Utah State University is partnering with Citizens Against Physical and Sexual Abuse to change the way the community responds to disclosures of sexual violence on campus and in the community.
USU’s 2017 Campus Climate Survey on Sexual Misconduct revealed only a small minority of sexual assault victims report their experience to law enforcement or file a formal complaint with university authorities. More than a third of victims did not tell anyone at all. Those who told no one commonly cited concerns about privacy, shame, the seriousness of their experience, and the fear they would be blamed or not believed.
“This really highlights the importance of how we respond to disclosures of sexual assault,” said Noelle Cockett, USU president. “How we respond affects everyone. A negative or indifferent response – disbelief, blaming, questioning, minimizing – can worsen a victim’s trauma and make it less likely they will report to police or seek the help they need.”
It also makes it less likely that perpetrators of sexual violence will be held accountable, leading to future victims.
“As a nonprofit community-based domestic violence, sexual assault and rape recovery center, we work with survivors of abuse every day,” said CAPSA’s executive director, Jill Anderson. “We know that when clients are believed and supported they receive more support services, have better outcomes, and are more willing to work through the legal system.”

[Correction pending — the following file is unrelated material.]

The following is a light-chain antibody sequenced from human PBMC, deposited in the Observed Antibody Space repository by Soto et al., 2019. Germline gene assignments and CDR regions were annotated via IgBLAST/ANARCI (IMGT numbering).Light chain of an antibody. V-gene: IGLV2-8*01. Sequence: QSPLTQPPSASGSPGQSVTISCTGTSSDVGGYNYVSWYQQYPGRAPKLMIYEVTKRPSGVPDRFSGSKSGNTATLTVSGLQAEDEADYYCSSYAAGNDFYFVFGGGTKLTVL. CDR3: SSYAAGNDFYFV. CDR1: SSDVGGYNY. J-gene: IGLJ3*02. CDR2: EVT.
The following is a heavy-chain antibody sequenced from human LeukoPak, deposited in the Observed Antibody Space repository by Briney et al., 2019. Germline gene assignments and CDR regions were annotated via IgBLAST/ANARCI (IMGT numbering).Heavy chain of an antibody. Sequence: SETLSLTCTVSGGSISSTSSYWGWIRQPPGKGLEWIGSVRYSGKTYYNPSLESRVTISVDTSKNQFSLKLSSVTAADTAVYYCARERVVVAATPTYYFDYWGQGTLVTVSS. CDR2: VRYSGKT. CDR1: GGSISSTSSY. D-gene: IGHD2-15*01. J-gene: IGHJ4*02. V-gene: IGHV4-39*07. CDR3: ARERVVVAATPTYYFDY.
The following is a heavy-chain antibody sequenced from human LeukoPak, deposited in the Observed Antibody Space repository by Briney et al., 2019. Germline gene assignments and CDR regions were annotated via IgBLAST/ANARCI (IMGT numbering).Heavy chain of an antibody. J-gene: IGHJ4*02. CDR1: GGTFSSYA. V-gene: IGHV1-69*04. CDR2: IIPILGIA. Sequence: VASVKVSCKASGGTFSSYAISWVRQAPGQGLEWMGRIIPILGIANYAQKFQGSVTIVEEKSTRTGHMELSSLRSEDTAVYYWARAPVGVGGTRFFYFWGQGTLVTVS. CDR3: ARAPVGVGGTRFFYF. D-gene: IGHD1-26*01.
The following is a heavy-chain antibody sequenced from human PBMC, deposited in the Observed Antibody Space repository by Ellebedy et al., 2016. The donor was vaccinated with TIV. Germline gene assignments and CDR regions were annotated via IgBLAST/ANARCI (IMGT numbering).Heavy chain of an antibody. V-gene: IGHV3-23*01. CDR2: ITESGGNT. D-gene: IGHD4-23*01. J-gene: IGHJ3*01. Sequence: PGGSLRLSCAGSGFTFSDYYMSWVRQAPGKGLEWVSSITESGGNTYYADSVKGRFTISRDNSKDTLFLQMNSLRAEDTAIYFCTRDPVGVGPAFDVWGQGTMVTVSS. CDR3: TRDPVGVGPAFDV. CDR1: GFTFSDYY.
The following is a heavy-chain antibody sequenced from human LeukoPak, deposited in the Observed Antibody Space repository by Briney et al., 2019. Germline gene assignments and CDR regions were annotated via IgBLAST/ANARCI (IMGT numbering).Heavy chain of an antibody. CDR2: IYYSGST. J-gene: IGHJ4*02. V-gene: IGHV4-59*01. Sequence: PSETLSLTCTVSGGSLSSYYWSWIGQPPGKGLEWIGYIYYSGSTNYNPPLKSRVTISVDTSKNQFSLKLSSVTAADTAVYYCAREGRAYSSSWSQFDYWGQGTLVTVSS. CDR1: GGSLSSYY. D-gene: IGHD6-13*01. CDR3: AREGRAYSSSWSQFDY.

Cockett and other university administrators kicked off Sexual Assault Awareness Month in April with a proclamation in support of Start by Believing, a national campaign to encourage reporting of sexual assault by creating an environment that welcomes disclosures and supports victims of sexual violence. The proclamation is also signed by USU Police Chief Michael Kuehn, Student Affairs VP James Morales, Sexual Assault and Anti-Violence Information Office Director Jenny Erazo, and Title IX Coordinator Stacy Sturgeon.
In 2015, Utah became a national leader in the Start by Believing campaign when the state legislature designated the first Wednesday of every April as Start by Believing Day.
The university will provide booths on Start by Believing Day, April 4, in the library foyer and in the TSC where students, staff, faculty and other community members can stop by and make a pledge to Start by Believing and support victims. In addition, CAPSA will share the message of Start by Believing at events throughout April, including Baby Animal Days at the American West Heritage Center.
USU has also involved students academically in the campaign. Candi Carter Olson, assistant professor in journalism and communication, invited involved her students in Gender and the Media class to create public service announcements about the Start by Believing message.
“Students are the heart of USU,” said Olson. “Having their creativity and voices to help us build campaigns that unify and inform the entire community is an important part of the overall conversation.” Students also had the chance to learn more about working with a client, the university in this case, to find the perfect creative message that would appeal to Aggies.
For more information about USU’s Start by Believing campaign, visit www.startbybelieving.usu.edu.